Jeremy Lamb Preview: The shooting guard of the future and hope in Houston once again.
Times, they are a changing and this team has finally embraced it. The team has shed itself of Kyle Lowry, Goran Dragic, Luis Scola, Samuel Dalembert notably. Kevin Martin is still on the roster and opinions on him vary all over the place. Fortunately for us, this isn’t about him today! Our shooting guard of the future was drafted this year.
Before the draft kicked off this year your own beloved writers picked Jeremy Lamb to the Rockets with our first available pick. Given all the fluctuations in NBA mock drafts leading up to the actual draft Jeremy was predicted anywhere from 10 to 14. Fortunately for us, he fell into our waiting arms at pick number 12. When the selection was made I know I was expecting a Kevin Martin move and, until Dwight Howard was handed over to LA (Because the Collective Bargaining Agreement is totally effective) that’s the situation we were looking at. We all know how that ended up and now, Houston sits with a tandem of guards on their roster who are expected to score like there is no tomorrow.
Kevin has the track record of NBA scoring outside of last year’s roller coaster performance. Jeremy dominated the summer league showing a variety of fluid offensive moves and the ability to abuse his defender. I, for one, have never been so excited to watch NBA Summer League. I was captivated watching Jeremy weave in and out of defenders, get his man off kilter with his first step, and to see his feel for the game. Watching Lamb you get a sincere feeling that he just steps on the court and knows how it’s going to be. He was in control of his body, used his length to create separation from his defenders, in many instances showed some great athleticism and aggression, and picked his spots to score at will. His perimeter shooting was quick, crisp, and even when off-balance, completely fluid. The knock on Jeremy coming into the NBA was that at times he looks disconnected with his game and even uninterested at times. What the tape reveals is a kid so natural on the floor with ice in his veins and in command of what needs to happen. To me, that's not a lack of passion, that's a lack of mercy. The mechanics of his game are fantastic and that’s what I was watching for. Numbers can be deceiving, the nuts and bolts as to how you got those numbers is the critical point.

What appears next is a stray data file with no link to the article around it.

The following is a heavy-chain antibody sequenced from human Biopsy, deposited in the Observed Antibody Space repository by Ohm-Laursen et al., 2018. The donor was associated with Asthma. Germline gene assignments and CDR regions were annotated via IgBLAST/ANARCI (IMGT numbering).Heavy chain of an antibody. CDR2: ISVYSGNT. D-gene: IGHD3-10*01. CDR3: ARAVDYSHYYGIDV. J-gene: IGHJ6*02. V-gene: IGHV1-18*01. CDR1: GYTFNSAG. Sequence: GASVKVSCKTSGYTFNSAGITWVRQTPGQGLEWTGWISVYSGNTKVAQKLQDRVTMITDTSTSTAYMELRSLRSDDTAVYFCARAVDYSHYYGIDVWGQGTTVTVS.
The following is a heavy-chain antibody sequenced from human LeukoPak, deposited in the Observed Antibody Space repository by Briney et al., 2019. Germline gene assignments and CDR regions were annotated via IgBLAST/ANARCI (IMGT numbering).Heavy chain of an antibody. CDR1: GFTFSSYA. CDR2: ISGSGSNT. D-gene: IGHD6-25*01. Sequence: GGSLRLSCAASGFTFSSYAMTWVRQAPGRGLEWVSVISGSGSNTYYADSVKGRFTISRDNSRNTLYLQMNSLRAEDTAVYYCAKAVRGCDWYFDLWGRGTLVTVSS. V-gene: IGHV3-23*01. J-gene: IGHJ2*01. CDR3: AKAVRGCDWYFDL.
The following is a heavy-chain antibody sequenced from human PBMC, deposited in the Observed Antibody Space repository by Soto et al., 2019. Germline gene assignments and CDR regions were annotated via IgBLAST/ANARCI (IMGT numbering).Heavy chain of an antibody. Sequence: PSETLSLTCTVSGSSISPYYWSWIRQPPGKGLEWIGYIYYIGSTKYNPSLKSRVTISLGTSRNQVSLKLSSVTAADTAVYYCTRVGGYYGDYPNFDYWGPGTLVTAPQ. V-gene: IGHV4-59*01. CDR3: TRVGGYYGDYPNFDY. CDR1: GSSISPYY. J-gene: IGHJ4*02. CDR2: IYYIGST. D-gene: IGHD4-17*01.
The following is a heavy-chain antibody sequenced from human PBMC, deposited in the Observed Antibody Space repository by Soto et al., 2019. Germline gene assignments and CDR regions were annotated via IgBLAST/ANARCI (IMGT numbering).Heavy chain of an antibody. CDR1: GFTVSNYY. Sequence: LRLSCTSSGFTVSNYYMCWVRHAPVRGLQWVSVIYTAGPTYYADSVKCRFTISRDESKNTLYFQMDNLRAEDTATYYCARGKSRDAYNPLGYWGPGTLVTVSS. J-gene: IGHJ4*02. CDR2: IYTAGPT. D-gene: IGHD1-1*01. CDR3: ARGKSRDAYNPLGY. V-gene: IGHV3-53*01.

Granted, we can never vest too much faith in summer league but, at the end of the day, if you didn’t come away impressed with what you saw, not many things will impress you at all. He’s not going to set the world on fire with his defense but with his length and Kevin McHale at the helm of this team, I’m not ready to write him off either. . Make no mistake about it, he’s a rookie in the NBA and he’s going to give up points and at time struggle to score, but judgment on Lamb needs to be slow. I’m excited that the drafting of Lamb may have set the Rockets up at shooting guard for a while.
To borrow a theme from Tom’s article about Kevin Martin regarding billboards and praise for the rookies before they ever step on the floor, Jeremy Lamb, Donatas, Royce, Terrence, Jeremy Lin, and Omer all represent the reasons to forget about the veterans on the roster. The veterans are linked to three years of futility, of one-dimensional play, of the tragic loss of Yao Ming, and a past we needed to move on from. This group of youngsters and new faces in Houston represent that there is hope, there is life after love, and most importantly, Houston may very well have finally found a future.
Jeremy Lamb usurps Kevin Martin for the starting position in a month and a half to two months (or Kevin Martin is traded, whichever comes first). Martin was benched last year for failure to contribute beyond scoring and I don’t see Lamb coming into the NBA with any entitlement issues about his scoring that would preclude him from putting his nose to the grindstone to play some defense. Lamb’s end of the year stats show up as 16 PPG/4 RPG/3 APG. I’m aiming low on rebounds and assists.